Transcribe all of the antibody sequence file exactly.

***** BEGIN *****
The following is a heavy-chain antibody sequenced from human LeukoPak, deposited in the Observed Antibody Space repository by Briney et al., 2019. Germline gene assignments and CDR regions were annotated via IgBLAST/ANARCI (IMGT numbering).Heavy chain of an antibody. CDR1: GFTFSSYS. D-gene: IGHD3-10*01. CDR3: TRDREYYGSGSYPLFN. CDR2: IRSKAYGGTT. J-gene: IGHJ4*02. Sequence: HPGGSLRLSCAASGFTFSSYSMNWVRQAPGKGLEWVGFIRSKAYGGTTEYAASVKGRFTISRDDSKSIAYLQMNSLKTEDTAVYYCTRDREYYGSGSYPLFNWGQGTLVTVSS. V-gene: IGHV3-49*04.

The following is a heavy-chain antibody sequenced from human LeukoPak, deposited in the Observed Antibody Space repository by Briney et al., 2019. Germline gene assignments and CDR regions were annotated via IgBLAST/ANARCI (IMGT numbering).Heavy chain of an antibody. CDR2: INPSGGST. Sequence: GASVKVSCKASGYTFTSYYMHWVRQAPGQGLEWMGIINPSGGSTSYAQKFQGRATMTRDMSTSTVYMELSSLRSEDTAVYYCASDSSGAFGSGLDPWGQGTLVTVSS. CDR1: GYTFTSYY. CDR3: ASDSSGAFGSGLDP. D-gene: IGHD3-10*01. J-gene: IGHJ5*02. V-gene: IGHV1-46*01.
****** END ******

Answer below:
The following is a heavy-chain antibody sequenced from human LeukoPak, deposited in the Observed Antibody Space repository by Briney et al., 2019. Germline gene assignments and CDR regions were annotated via IgBLAST/ANARCI (IMGT numbering).Heavy chain of an antibody. CDR1: GFTFSSYS. D-gene: IGHD3-10*01. CDR3: TRDREYYGSGSYPLFN. CDR2: IRSKAYGGTT. J-gene: IGHJ4*02. Sequence: HPGGSLRLSCAASGFTFSSYSMNWVRQAPGKGLEWVGFIRSKAYGGTTEYAASVKGRFTISRDDSKSIAYLQMNSLKTEDTAVYYCTRDREYYGSGSYPLFNWGQGTLVTVSS. V-gene: IGHV3-49*04.

The following is a heavy-chain antibody sequenced from human LeukoPak, deposited in the Observed Antibody Space repository by Briney et al., 2019. Germline gene assignments and CDR regions were annotated via IgBLAST/ANARCI (IMGT numbering).Heavy chain of an antibody. CDR2: INPSGGST. Sequence: GASVKVSCKASGYTFTSYYMHWVRQAPGQGLEWMGIINPSGGSTSYAQKFQGRATMTRDMSTSTVYMELSSLRSEDTAVYYCASDSSGAFGSGLDPWGQGTLVTVSS. CDR1: GYTFTSYY. CDR3: ASDSSGAFGSGLDP. D-gene: IGHD3-10*01. J-gene: IGHJ5*02. V-gene: IGHV1-46*01.